It was a Wednesday night, 7pm I’ll say. My year 10 drama class were presenting our end of term performances we had put together in groups. My group was on second. We were prepared, ready, feeling confident. We’d had fun putting it together. The group of us were not particularly friends outside of class but had a comedic dynamic on stage and we were excited to translate it to the audience filled with our parents & friends. My mum and dad were there, 2nd row, their eager faces stuck out at me from a swarm of around 40 people packed into our old dingy drama room. It’s important to note that I did drink almost an entire 750ML bottle of water before I went on stage. I was nervous and dehydrated. So whatever happens next, know it wasn't purely due my incontinence issue.

We marched ourselves up and began performing. Its all quite a blur from thenceforth to be quite honest. My classmate and I stood left to the front of the heightened stage, where my drama teachers nimble head sat behind a desk looking upwards towards us from about a metre and a half distance away. I don't exactly remember what the dialogue or scene was -I had detached myself from my physical being the minute I preempted what was about to happen- but my classmate ultimately made me laugh, and the flood gates opened. I mean, they SWUNG open. The insurgence of urine that had been waiting behind said gates from the water I drank minutes prior was forced out all at once. I was in hysterics. If you happen to deal with urine incontinence, then you'll know what its like. Its inescapable. The more you laugh, the more you pee. And the more you pee, the more you laugh. My body swarmed with embarrassment and disbelief. The urine streamed down my theatre blacks and onto the stage floor. I couldn't stop it. It was puddling. I begged my brain to let it be a dream. I looked out at the sea of shadows ahead. My parents faces in complete shock with what I swear was a hint of horrification. My drama teacher was tomato red with laughter while bewildered tears rolled down his cheeks. Sweat pooled beneath my arm pits and a sick feeling arranged itself in my stomach. Pure self revulsion began to make its way into my frontal lobe as my soul exited my body mercilessly. I had to address it. I couldn't just keep going in silence. I looked out at the crowd, and then down at the puddle beneath me.

“Uhhm… I just peed myself.” I said, red faced and sheepish. “Yeah. Uhm, I’m so sorry. I just wet myself on stage.”

I do not remember hearing a thing. The embarrassment was deafening. I looked towards the back of the room where my friends stood, laughing while trying to communicate their best sympathetic looks. My friend ran up and ushered me off stage. I ran through the centre aisle and straight into the bathroom next door. My brain ran a muck. OH. MY. GOD. The ENTIRE school is going to hear about this tomorrow. Think of the boys reaction! Think of the girls! This is LIFE ENDING. This is how I GO OUT. This is nightmare fuel. My brain goes dark here. Literally.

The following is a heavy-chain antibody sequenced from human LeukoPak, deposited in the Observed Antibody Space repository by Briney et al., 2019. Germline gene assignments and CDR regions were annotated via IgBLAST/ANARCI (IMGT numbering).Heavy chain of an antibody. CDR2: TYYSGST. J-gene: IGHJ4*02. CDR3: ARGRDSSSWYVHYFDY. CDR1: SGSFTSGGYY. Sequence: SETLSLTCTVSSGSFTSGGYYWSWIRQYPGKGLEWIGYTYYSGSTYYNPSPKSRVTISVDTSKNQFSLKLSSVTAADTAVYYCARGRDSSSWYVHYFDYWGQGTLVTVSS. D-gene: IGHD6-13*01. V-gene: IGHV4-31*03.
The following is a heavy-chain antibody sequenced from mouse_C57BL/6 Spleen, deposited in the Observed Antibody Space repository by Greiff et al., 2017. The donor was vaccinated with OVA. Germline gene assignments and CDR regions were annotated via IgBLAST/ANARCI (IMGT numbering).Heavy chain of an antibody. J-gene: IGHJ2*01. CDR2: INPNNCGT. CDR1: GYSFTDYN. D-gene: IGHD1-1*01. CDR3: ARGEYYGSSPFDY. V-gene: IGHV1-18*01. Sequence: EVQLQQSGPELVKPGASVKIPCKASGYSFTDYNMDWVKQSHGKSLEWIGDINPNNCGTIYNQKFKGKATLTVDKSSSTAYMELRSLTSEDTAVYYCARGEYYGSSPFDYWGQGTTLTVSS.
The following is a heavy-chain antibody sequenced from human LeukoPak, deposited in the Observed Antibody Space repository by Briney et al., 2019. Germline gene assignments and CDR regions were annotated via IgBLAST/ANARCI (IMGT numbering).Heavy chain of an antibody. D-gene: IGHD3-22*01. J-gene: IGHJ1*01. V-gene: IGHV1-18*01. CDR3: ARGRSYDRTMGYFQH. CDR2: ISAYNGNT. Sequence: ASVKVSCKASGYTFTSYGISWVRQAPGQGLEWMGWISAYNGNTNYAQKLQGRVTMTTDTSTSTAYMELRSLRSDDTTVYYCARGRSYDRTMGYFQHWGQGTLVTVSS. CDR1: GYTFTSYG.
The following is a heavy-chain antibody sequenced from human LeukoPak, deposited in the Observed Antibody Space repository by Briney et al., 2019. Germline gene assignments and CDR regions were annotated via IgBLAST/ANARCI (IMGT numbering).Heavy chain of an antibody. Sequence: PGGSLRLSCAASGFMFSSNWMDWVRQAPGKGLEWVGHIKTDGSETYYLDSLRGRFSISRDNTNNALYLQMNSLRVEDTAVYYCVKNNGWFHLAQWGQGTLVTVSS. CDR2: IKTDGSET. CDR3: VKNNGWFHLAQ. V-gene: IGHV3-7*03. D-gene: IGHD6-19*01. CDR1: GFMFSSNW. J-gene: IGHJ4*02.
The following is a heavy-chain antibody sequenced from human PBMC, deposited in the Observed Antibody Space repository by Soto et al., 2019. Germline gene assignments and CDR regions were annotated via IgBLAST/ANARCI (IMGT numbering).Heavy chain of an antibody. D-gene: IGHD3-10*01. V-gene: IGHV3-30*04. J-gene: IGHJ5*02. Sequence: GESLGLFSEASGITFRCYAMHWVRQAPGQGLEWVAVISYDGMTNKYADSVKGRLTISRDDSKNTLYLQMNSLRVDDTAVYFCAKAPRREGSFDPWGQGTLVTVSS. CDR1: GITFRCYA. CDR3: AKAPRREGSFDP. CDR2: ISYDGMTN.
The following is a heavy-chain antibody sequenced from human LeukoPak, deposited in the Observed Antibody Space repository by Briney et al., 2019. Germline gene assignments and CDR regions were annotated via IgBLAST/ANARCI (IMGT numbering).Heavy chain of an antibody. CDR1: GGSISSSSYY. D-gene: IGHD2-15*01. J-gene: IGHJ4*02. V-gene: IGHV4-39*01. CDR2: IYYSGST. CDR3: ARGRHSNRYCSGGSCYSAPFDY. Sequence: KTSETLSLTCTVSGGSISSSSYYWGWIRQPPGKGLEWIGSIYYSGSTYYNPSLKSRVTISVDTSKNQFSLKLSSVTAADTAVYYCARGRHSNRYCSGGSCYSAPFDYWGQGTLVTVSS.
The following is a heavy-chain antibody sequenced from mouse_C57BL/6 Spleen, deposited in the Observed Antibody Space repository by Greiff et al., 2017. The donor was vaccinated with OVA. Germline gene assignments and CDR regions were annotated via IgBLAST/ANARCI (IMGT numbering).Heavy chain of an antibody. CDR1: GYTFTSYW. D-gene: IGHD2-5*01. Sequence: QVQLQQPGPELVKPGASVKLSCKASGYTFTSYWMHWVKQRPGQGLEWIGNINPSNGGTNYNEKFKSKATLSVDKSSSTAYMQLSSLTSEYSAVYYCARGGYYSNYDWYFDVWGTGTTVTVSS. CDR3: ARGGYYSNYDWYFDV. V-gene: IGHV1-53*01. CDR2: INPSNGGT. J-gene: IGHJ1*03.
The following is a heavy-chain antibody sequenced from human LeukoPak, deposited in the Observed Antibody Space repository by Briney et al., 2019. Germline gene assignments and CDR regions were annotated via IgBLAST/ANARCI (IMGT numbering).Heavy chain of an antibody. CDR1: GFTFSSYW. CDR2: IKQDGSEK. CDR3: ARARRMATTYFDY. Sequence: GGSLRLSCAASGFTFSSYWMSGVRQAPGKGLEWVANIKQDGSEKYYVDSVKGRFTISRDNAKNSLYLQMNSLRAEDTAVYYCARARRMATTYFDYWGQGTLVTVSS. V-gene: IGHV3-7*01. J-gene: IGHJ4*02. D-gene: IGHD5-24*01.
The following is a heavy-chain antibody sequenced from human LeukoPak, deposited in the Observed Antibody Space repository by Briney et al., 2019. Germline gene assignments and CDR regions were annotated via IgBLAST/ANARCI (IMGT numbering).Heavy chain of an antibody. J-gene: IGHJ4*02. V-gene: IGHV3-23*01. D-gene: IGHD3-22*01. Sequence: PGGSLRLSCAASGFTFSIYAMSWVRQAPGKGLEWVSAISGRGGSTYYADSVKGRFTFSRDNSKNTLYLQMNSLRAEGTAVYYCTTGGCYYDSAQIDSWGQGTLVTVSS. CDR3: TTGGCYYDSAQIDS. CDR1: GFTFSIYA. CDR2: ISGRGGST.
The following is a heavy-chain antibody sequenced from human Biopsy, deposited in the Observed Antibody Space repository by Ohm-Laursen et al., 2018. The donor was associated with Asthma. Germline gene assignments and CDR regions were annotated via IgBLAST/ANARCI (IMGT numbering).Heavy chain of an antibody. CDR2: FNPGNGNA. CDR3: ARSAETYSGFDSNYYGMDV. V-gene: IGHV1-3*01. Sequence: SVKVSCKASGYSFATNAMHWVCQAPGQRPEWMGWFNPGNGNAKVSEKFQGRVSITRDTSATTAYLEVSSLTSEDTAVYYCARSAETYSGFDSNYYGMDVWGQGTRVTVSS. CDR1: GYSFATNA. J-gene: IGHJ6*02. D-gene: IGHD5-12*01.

This was a good 6 years ago now, so I really don't remember much of the details. I changed my pants, debriefed with my friends, had a cry, refused to go back in though was pep talked and encouraged to eventually return myself to the scene of the crime. Despite my stupendous shame and chagrin, I decided to approach the situation with confidence and humour. It seemed as though that was the general consensus on the matter with the rest of the room as well. One of my friends had mopped up the mess I had left and the last group was able to perform without the fear of slipping in secretion. As the night wrapped up and the lights were switched back on, I met with fellow onlookers including friends and other classmates. They assured me it was incredibly humorous and nothing to sweat about. Which felt like a lie. My parents laughed at me, this was nothing new to them, but I could tell they shared a bit of my embarrassment. A year 12 girl found me and told me that it it would go down as one of the “greatest moments to happen in our schools drama department.” and “Seriously, don't be embarrassed! It was just so funny!” which was a little comfort to me, who was still plotting how to convince my dad to let me transfer schools.

It turned out, none of my fears came true. No one approached me the next day at school asking about it. No one yelled “pee girl!” off the top balcony while I was walking to class. My pleas to classmates and bystanders to keep it relatively under wraps had been heard. I think we ended up getting a B for our cut short performance. After a night of no sleep and a few weeks to digest the incident I decided it again was something I needed to own.

There is no real moral of the story or climactic character redemption here. No ending monologue where I get back up onto the stage and finish what I started after my great dismay. Just me and my silly little bladder. But perhaps I will use this conclusion to tell you to own your embarrassing stories. Love your little mistakes. Unlock them from the cellar deep in your brain and let them breathe. I am 22 now and I still wet myself when I laugh a little too hard. I still pack an extra 10 pairs of underwear no matter where I go. I’m still put in embarrassing situations and still find myself red faced even when I’m sat in a pool of my urine in front of my own boyfriend. But I let myself laugh, and I let myself breathe. Because really, what else can I do? If I cant laugh at myself, who will mop up my puddles?




About the Creator

Grace Ma

radical feminist. writer. gemini trash. 🧠